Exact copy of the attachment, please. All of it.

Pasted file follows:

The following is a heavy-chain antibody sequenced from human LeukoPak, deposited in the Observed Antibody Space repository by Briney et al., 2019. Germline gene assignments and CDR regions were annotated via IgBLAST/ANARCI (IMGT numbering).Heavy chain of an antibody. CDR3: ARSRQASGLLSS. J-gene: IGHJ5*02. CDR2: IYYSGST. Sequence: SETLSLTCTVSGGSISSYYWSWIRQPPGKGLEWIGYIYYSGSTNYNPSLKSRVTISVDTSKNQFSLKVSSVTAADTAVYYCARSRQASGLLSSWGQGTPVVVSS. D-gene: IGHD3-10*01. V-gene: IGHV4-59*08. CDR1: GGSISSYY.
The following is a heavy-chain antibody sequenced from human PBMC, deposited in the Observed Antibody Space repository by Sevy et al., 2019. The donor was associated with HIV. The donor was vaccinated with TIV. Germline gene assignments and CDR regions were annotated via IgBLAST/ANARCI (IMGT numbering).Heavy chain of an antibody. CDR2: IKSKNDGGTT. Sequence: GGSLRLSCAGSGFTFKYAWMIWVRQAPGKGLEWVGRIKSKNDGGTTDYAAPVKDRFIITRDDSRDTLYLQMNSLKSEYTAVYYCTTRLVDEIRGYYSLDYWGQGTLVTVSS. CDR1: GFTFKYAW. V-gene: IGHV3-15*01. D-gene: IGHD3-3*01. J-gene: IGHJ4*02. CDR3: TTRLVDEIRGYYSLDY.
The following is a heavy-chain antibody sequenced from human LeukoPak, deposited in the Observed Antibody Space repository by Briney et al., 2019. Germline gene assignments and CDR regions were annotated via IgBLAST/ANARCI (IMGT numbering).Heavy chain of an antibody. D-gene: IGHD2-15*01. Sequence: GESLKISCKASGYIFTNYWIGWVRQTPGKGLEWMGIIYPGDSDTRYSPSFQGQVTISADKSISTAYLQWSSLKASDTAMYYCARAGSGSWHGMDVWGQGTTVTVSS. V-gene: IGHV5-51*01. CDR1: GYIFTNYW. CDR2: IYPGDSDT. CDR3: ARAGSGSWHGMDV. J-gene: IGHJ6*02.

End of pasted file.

The following is a heavy-chain antibody sequenced from human LeukoPak, deposited in the Observed Antibody Space repository by Briney et al., 2019. Germline gene assignments and CDR regions were annotated via IgBLAST/ANARCI (IMGT numbering).Heavy chain of an antibody. CDR3: ARSRQASGLLSS. J-gene: IGHJ5*02. CDR2: IYYSGST. Sequence: SETLSLTCTVSGGSISSYYWSWIRQPPGKGLEWIGYIYYSGSTNYNPSLKSRVTISVDTSKNQFSLKVSSVTAADTAVYYCARSRQASGLLSSWGQGTPVVVSS. D-gene: IGHD3-10*01. V-gene: IGHV4-59*08. CDR1: GGSISSYY.
The following is a heavy-chain antibody sequenced from human PBMC, deposited in the Observed Antibody Space repository by Sevy et al., 2019. The donor was associated with HIV. The donor was vaccinated with TIV. Germline gene assignments and CDR regions were annotated via IgBLAST/ANARCI (IMGT numbering).Heavy chain of an antibody. CDR2: IKSKNDGGTT. Sequence: GGSLRLSCAGSGFTFKYAWMIWVRQAPGKGLEWVGRIKSKNDGGTTDYAAPVKDRFIITRDDSRDTLYLQMNSLKSEYTAVYYCTTRLVDEIRGYYSLDYWGQGTLVTVSS. CDR1: GFTFKYAW. V-gene: IGHV3-15*01. D-gene: IGHD3-3*01. J-gene: IGHJ4*02. CDR3: TTRLVDEIRGYYSLDY.
The following is a heavy-chain antibody sequenced from human LeukoPak, deposited in the Observed Antibody Space repository by Briney et al., 2019. Germline gene assignments and CDR regions were annotated via IgBLAST/ANARCI (IMGT numbering).Heavy chain of an antibody. D-gene: IGHD2-15*01. Sequence: GESLKISCKASGYIFTNYWIGWVRQTPGKGLEWMGIIYPGDSDTRYSPSFQGQVTISADKSISTAYLQWSSLKASDTAMYYCARAGSGSWHGMDVWGQGTTVTVSS. V-gene: IGHV5-51*01. CDR1: GYIFTNYW. CDR2: IYPGDSDT. CDR3: ARAGSGSWHGMDV. J-gene: IGHJ6*02.